Around six pounds is the retinue of solidly "all around" backcountry ski boots. This is roughly the same as the Dynafit Hoji Pro Tour, the Scarpa Maestrale RS, and the Best Buy La Sportiva Spectre 2.0. With these other boots, though, you get either finicky use or poorer downhill ski performance. Just because we go on and on about the performance to weight ratio of the Zero G Tour Pro, don't overlook the efficiency gains of going even lighter. For the most physically demanding missions you can drop a pound off each foot with the Top Pick Scarpa Alien RS. Downhill style will change, but uphill efficiency will increase even further.
We go backcountry skiing for the down. We all want something different from our downhill experience, though. If you ever want high speed or high stability on your downhill legs, don't settle for performance less than what is offered by the Zero G Tour Pro. The performance is tuned to be just stiff enough to drive big skis, real fast. The lateral flex is solid and the forward flex is progressive and smooth. As compared to heavier boots, the rearward flex of the Tecnica is certainly less. Ski centered and balanced and this shouldn't be an issue. Get sloppy and in the back seat and the Tecnica will lightly punish you for the indiscretion. Otherwise, they ski exceptionally well.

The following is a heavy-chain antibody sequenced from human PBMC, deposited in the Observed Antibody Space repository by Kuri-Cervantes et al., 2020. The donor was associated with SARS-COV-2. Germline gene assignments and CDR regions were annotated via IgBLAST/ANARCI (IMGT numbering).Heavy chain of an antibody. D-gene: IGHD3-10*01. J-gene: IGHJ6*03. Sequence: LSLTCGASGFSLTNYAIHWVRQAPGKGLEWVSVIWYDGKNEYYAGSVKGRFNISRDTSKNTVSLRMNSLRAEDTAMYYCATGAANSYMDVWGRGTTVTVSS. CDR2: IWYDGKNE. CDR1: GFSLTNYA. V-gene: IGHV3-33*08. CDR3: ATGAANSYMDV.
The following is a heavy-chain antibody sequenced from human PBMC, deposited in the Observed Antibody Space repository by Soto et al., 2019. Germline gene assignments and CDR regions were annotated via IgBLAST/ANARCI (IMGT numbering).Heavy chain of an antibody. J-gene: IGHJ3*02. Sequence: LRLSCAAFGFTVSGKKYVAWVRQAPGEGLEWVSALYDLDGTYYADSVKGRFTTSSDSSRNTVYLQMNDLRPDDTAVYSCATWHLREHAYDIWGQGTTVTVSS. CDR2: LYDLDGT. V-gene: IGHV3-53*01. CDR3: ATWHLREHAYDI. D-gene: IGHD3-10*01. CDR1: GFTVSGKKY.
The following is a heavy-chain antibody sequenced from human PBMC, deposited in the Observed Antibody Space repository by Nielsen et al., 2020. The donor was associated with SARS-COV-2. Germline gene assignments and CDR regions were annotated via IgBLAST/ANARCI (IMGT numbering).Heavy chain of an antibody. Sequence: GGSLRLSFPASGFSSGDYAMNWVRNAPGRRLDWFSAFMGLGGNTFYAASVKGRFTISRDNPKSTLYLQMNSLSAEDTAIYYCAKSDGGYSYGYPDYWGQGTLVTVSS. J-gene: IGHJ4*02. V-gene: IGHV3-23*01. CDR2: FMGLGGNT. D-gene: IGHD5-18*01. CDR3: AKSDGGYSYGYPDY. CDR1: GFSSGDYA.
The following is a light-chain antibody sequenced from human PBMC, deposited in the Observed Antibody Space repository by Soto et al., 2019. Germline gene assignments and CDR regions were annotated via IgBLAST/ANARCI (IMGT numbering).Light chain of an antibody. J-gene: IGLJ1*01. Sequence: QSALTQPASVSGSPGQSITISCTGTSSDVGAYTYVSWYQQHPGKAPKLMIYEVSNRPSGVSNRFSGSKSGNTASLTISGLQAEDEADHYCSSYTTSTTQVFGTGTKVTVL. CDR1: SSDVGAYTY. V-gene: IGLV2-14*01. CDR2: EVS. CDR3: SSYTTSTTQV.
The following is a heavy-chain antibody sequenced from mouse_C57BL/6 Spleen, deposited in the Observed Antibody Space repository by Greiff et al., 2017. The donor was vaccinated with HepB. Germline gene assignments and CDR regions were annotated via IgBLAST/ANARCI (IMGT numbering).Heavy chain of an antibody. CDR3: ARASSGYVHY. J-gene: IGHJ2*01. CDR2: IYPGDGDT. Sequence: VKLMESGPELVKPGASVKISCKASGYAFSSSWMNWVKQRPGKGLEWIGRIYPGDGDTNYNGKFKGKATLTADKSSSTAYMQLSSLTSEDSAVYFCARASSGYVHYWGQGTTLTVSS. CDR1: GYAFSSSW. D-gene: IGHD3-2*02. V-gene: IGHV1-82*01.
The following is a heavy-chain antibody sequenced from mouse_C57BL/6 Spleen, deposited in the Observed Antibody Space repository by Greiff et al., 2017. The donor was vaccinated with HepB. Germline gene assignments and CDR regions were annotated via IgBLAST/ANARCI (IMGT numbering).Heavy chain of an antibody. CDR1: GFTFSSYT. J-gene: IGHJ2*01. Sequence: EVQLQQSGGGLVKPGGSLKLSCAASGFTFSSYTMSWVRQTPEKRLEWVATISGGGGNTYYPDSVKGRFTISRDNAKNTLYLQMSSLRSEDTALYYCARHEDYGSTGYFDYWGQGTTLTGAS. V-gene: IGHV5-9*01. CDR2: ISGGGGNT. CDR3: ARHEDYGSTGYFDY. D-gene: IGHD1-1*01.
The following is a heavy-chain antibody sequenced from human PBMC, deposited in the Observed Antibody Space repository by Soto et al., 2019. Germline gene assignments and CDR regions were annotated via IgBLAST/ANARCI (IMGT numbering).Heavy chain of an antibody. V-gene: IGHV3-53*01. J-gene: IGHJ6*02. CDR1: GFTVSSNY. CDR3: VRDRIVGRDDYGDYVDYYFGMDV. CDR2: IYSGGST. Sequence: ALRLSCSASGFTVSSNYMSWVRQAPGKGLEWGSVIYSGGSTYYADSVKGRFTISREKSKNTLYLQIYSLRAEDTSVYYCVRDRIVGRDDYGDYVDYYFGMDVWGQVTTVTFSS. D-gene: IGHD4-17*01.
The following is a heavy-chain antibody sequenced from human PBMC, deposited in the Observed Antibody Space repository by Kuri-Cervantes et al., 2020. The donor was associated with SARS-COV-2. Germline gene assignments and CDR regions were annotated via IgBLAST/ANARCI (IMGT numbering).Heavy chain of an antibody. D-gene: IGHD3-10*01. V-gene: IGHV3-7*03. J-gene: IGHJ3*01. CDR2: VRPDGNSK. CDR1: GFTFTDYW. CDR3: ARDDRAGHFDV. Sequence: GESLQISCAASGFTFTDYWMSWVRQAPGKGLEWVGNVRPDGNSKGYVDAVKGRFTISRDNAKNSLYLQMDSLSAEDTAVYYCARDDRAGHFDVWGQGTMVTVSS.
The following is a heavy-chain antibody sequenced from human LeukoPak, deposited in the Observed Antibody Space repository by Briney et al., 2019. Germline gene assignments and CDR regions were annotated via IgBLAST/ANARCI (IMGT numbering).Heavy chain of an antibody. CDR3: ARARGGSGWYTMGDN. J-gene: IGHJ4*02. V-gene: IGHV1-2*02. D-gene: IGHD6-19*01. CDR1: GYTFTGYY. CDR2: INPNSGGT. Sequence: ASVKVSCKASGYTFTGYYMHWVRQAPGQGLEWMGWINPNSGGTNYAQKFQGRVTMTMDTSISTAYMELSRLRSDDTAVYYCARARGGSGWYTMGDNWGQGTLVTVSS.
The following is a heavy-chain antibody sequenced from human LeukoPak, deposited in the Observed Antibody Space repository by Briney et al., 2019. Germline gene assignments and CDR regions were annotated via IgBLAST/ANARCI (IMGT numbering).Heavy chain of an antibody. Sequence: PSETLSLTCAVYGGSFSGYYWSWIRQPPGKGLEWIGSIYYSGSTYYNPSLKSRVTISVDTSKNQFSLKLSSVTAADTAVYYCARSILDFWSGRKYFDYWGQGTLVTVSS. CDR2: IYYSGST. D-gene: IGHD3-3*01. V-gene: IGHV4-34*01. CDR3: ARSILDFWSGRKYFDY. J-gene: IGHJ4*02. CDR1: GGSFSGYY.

At this weight no boots ski downhill better. Tack on a few ounces for the Dynafit Hoji Pro Tour and you get real, noticeable, but small improvement in downhill performance. The "Hoji Lock" system at the cuff seals things up tighter than any other touring boot system on the market. This bump in performance is real but not huge. Some might not notice it at all. And it comes at the cost of weight and some fiddle factor. To do better than the Hoji and Tecnica boots you need to tack on at least a half pound a foot. The Atomic Hawx Ultra XTD 120 skis a little smoother, while the Top Pick Lange XT Freetour 130 almost replicates resort all mountain boot performance.
Comfort and Fit
We are able to get multiple feet into these boots, making direct comparisons of unaltered AT ski footwear. As compared to our entire spectrum of tested boots, we have to say that the Tecnica Zero G Tour Pro is exactly average in fit. It sits squarely in the middle. The liner is about average too. Others have foam that is softer (offering greater initial "shelf appeal" but compromised durability and fewer long-term fit options) while others are stiffer (all around better).
Fit is so subjective. For most, a comfortable fit requires the assistance of a professional. Aside from the above rough generalizations, we hesitate to offer comparisons and suggestions. Try things on and know that excellent boot fitters can work near miracles. The lucky skier is one that can ski his or her boots "right out of the box".